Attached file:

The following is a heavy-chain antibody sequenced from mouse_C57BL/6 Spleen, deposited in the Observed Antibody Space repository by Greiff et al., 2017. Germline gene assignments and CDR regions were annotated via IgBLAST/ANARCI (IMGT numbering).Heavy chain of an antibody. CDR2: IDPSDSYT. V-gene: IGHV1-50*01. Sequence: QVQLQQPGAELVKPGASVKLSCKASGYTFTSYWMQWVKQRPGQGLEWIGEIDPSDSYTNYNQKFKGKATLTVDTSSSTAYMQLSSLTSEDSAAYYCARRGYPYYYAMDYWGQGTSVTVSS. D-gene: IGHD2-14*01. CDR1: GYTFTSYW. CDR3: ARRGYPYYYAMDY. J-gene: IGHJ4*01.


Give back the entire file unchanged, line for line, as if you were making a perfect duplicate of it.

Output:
The following is a heavy-chain antibody sequenced from mouse_C57BL/6 Spleen, deposited in the Observed Antibody Space repository by Greiff et al., 2017. Germline gene assignments and CDR regions were annotated via IgBLAST/ANARCI (IMGT numbering).Heavy chain of an antibody. CDR2: IDPSDSYT. V-gene: IGHV1-50*01. Sequence: QVQLQQPGAELVKPGASVKLSCKASGYTFTSYWMQWVKQRPGQGLEWIGEIDPSDSYTNYNQKFKGKATLTVDTSSSTAYMQLSSLTSEDSAAYYCARRGYPYYYAMDYWGQGTSVTVSS. D-gene: IGHD2-14*01. CDR1: GYTFTSYW. CDR3: ARRGYPYYYAMDY. J-gene: IGHJ4*01.